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How to Take Integrated Care Forward in Australia

How to Take Integrated Care Forward in Australia

A core objective of IFIC Australia is to help support the effective implementation of integrated care in policy and practice. The IFIC Australia initiative reflects the growing focus at State and Federal level on person-centred integrated care as a means to promote better value in the way health and care services are delivered. In August 2017, for example, the Australian Government’s Productivity Commission produced a report advocating for such an approach. In so doing, it raised a number of critical implementation challenges including: the lack of a truly person-centred model of care; the ability to stimulate innovation and change; the need for new incentives to support whole-system thinking; the reform to existing financial flows; and focusing in on integrated care as a means to promote quality, including investment in prevention and digital health.

Over the next year, IFIC is inviting commentaries on How to Take Integrated Care Forward in Australia from a range of different perspectives.

To start this series, we hear the thoughts of Professor David Perkins from the Centre for Rural and Remote Mental Health at the University of Newcastle who reflects on the Australian Productivity Commission Report: “Shifting The Dial”. The report addresses the complacency in the Australian health care system with a fairly blunt assessment of the current state of affairs.

Progress towards integrated care requires regional flexibility to meet local needs. Progress has been patchy but Local Health Networks and Primary Health Networks are making some progress. The journey is far from complete and the destination is not widely accepted.

Professor David Perkins
Director and Professor of Rural Health Research
Centre for Rural and Remote Mental Health
The University of Newcastle (UON)

The second in our series also looks at the Australian Productivity Commission Report where Professor Peter McGeorge, Chair, IFIC Australia looks at the extinct to which the report provides a useful information for advancing integrated mental health care in Australia.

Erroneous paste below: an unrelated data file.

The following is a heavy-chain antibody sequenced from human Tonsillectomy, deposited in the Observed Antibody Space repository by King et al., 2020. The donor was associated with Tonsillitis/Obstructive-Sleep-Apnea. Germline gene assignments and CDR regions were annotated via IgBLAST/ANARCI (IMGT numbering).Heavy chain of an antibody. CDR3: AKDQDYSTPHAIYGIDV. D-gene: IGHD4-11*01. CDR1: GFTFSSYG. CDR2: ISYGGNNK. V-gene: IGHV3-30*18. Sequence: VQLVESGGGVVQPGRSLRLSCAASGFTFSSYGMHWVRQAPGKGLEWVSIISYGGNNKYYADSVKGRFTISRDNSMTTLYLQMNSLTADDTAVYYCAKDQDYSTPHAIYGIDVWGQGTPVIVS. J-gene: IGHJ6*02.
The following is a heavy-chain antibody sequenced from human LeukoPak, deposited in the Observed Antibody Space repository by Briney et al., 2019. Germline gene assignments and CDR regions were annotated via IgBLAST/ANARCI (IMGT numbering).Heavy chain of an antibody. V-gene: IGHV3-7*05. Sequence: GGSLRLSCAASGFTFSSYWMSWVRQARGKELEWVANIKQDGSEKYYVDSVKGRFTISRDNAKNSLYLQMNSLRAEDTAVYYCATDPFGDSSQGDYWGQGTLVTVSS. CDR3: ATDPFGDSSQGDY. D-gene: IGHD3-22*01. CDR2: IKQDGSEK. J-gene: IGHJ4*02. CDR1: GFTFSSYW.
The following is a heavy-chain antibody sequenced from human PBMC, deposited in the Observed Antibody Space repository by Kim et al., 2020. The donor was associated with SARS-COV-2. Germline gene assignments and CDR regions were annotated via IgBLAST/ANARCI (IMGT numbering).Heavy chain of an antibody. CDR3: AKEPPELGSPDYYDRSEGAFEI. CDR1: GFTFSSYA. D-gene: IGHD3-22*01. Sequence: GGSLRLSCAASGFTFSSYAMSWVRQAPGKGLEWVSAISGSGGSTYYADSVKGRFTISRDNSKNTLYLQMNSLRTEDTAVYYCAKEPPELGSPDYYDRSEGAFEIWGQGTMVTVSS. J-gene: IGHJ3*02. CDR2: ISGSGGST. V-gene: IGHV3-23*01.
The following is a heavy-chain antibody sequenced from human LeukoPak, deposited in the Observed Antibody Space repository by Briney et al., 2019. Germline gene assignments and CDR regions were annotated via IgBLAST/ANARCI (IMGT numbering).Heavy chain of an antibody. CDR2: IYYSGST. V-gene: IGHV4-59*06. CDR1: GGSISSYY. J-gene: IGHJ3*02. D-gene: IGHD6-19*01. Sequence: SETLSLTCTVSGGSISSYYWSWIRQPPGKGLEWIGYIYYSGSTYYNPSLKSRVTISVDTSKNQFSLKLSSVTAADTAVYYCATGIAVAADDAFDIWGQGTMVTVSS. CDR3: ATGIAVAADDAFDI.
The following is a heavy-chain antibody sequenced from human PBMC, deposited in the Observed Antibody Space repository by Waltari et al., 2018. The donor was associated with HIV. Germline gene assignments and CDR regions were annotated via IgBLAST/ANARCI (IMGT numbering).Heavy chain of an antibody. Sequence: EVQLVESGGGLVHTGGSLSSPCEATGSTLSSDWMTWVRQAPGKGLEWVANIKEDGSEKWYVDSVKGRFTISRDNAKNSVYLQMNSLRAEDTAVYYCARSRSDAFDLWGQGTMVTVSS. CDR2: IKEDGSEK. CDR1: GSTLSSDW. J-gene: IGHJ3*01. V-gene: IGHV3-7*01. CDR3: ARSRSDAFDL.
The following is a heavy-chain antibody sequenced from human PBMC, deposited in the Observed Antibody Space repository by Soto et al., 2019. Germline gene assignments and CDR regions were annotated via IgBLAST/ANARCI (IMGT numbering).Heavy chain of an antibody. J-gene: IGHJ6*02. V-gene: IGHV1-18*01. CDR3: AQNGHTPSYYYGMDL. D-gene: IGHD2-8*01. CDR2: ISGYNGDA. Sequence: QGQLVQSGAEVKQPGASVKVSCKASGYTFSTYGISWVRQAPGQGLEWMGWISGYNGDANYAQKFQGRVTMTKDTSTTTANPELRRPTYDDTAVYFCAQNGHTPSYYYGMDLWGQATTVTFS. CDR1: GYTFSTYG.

Critically the paper has a regional focus for integration whereas equally if not more important for mental health consumers are the interorganisational and individual aspects of the service delivery system including the part that they themselves may play in it.”

Professor Peter McGeorge
IFIC Australia

The third in our series Dr Harry Pope a Fellow of the International Foundation for Integrated Care (IFIC) reflects on healthcare in Australia through a GP’s perspective.

Life expectancy in Australia has increased mainly due to the number of reduced deaths in early life. Australians now die of chronic disease in the elderly. The over 65 health expenditure is four times higher than for younger people.

Dr Harry Pope
International Foundation for Integrated Care (IFIC)

The fourth in our series Dr Tessa Boyd-Caine from Health Justice Australia talks about Directions for Integrated Care in Australia.

Our health system has become very good at recognising the underlying causes of poor health, like mouldy housing; or the stressors that exacerbate anxiety. But it doesn’t necessarily have the tools to fix those problems.”

Dr Tessa Boyd-Caine
Health Justice Australia

The fifth in our series Dr Nick Goodwin from the International Foundation for Integrated Care (IFIC) talks about Taking Integrated Care Forward in the Asia-Pacific Region.

For me, there is clearly enough evidence from around the world to ‘beat the drum’ in favour of integrated care and how it can transform care delivery, but we should also look more openly into the many problems and failures of integrated care projects where learning is arguably more importantly made.

Dr Nick Goodwin
International Foundation for Integrated Care (IFIC)